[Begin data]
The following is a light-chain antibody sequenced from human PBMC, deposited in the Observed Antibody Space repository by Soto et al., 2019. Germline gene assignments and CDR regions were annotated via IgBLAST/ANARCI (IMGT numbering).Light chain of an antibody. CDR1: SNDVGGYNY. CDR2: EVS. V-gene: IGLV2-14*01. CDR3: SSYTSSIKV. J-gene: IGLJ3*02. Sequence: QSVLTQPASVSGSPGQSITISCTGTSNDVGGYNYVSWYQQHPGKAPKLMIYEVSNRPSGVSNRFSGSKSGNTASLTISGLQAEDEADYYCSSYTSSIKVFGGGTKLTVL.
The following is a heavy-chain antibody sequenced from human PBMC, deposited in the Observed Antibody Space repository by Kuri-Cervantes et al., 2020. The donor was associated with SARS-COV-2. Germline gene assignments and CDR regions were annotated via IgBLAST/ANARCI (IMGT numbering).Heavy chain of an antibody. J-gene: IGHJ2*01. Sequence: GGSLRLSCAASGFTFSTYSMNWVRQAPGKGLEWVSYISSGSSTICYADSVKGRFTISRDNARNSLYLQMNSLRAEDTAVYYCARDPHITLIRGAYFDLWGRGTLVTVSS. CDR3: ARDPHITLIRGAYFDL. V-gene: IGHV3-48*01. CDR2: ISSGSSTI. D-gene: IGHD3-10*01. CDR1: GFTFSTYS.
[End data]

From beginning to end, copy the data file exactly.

The following is a light-chain antibody sequenced from human PBMC, deposited in the Observed Antibody Space repository by Soto et al., 2019. Germline gene assignments and CDR regions were annotated via IgBLAST/ANARCI (IMGT numbering).Light chain of an antibody. CDR1: SNDVGGYNY. CDR2: EVS. V-gene: IGLV2-14*01. CDR3: SSYTSSIKV. J-gene: IGLJ3*02. Sequence: QSVLTQPASVSGSPGQSITISCTGTSNDVGGYNYVSWYQQHPGKAPKLMIYEVSNRPSGVSNRFSGSKSGNTASLTISGLQAEDEADYYCSSYTSSIKVFGGGTKLTVL.
The following is a heavy-chain antibody sequenced from human PBMC, deposited in the Observed Antibody Space repository by Kuri-Cervantes et al., 2020. The donor was associated with SARS-COV-2. Germline gene assignments and CDR regions were annotated via IgBLAST/ANARCI (IMGT numbering).Heavy chain of an antibody. J-gene: IGHJ2*01. Sequence: GGSLRLSCAASGFTFSTYSMNWVRQAPGKGLEWVSYISSGSSTICYADSVKGRFTISRDNARNSLYLQMNSLRAEDTAVYYCARDPHITLIRGAYFDLWGRGTLVTVSS. CDR3: ARDPHITLIRGAYFDL. V-gene: IGHV3-48*01. CDR2: ISSGSSTI. D-gene: IGHD3-10*01. CDR1: GFTFSTYS.